6 Things you should know before doing the Lost City Trek
In May, I took on the famous Lost City Trek in the north of Colombia. Here’s what I wish I had known before spending 5 amazing days in the jungle!
- It’s tough, but you can do it!
I went into the trek not really knowing what to expect and was a bit nervous about whether I would be able to manage it. While the trek is tough at times, you really don’t need to be an Olympian to complete it; a good general level of fitness will do. Although it’s a good idea to fit in a few long walks before you go to get a bit of practise (and break in those walking boots!).
- You’ll love the food
It’s natural to wonder what kind of dishes you will be eating whilst in the jungle. The group’s cook made tasty, filling meals at each camp (honestly, the portions were huge!) and usually consisted of chicken, rice, plantain and vegetables.
During breaks along the trek you’ll also be given fruit to re-charge. I know this doesn’t sound that exciting but trust me, after 3 hours of solid uphill trekking it will be the best tasting watermelon of your life! The breaks are also a useful time to make sure you’re drinking enough water, a must in the heat of the jungle, even if you don’t feel thirsty – the more you drink the lighter your bag gets so it’s a win win situation! You’ll be able to re-fill your water bottles at each camp.
- Pack light, but make sure you have the essentials
You’ll have to carry everything you need for the 5 day trek. You can hire a mule to carry your bag, but they’re expensive, so it’s best to just not over-pack! During your briefing on the first night in Santa Marta your guide will break down what you need, but make sure you’re comfortable with the weight of your bag before you leave for the jungle. Here’s what I took-
- 1 set of trekking clothes – I took a lightweight running top and sports shorts, which were both really breathable. Although it might seem really disgusting this is what the guide recommends and once you start trekking you will realise that there really isn’t any point in taking more than one set of clothes for the daytime. You won’t have room for a new set for each day and the humidity means that your clothes will never fully dry. No one wants a bag of wet, smelly and heavy clothes!
- 1 set of evening clothes – I had a pair of lightweight trousers and a light, long sleeve t-shirt. The long sleeve top is really useful for covering up against insects (which are in abundance in the jungle), but you won’t need anything to stay warm. You’ll also sleep in these.
- 1 pair of walking boots and a pair of flip flops – A decent, waterproof pair of walking boots are a must for this trip, as you’ll be crossing a variety of terrains and rivers on the trek. Take a pair of flip flops or light shoes for the evening.
- 1 pair of swimming shorts/a bikini – You’ll need them for cooling off in the lakes and rivers at the camps.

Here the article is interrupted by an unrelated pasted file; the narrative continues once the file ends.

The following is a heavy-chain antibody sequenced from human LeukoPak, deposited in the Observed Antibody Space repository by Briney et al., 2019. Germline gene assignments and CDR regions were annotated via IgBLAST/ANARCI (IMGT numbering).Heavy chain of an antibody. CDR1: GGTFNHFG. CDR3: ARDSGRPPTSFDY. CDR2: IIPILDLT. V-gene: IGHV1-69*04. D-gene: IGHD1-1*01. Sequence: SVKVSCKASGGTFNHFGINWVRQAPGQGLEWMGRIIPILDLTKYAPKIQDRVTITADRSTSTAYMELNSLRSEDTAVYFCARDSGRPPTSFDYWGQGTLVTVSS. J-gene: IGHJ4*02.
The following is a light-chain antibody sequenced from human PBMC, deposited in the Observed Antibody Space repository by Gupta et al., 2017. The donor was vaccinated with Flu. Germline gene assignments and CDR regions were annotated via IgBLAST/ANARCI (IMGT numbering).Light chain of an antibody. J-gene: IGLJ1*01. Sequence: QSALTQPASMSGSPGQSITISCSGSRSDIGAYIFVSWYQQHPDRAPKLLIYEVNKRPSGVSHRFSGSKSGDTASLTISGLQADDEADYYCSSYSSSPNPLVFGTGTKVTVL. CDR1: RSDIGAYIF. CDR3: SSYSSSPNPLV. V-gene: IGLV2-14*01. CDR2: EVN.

- 5 pairs of socks and underwear – If you’re brave you could go with less (some people in my group did!) but it was nice to have at least something fresh to put on each day! Girls are also recommended to wear a sports bra.
- Rain jacket – I just took a cheap foldable poncho (the kind you can buy at supermarkets during festival season for a couple of pounds). It was a really useful, as rain can come quickly and very heavy in the jungle. It also helps if you do get a bit cold at night!
- A micro-fibre travel towel
- Toiletries – Don’t forget insect repellent (mosquitoes are everywhere in the jungle, so get the strongest you can find), and sunscreen (make sure you slap on high factor (50+) every morning before setting out).
- Basic medical supplies – The guide will have a medical kit, just in case there are any accidents, but it’s useful to take some plasters (in case you get any blisters or minor cuts on the trek), painkillers, and hand sanitizer.
- A waterproof cover for your bag –This will protect your belongings, and most importantly your dry evening clothes, from getting soaked when the rain eventually comes.
- Head torch – A must for navigating the camps at night.
- 2 x 1-litre water bottles – The most import thing you’ll pack! I had 2 bottles in the side pockets on my backpack, and went through them both by lunch.
Getting the right bag is important as you don’t want to be carrying something that’s uncomfortable. I took a 45-litre backpack, but really anything between 25-50 litres will be absolutely fine for the trek. Straps around the waist and chest were also really useful for distributing the weight.
- You’ll get such a high every day when you walk into the camps!
You’ll usually spend about 4-6 hours a day trekking, first thing in the morning. This means that normally you’ll be walking into the campsite you’ll be staying at around midday! The camps were surprisingly comfortable, with a mixture of beds and hammocks, all with mosquito nets. There were even small shops run by the indigenous people where you could get treats like beer and chocolate.
- It’s one of the most rewarding experiences you’ll have!
After completing the trek, I can honestly say it was one of the most rewarding experiences I’ve ever had while travelling. It was absolutely incredible to spend 5 days in the jungle and the moment that I arrived at the Lost City is something that will stay with me forever. I can promise you, you won’t regret doing the trek!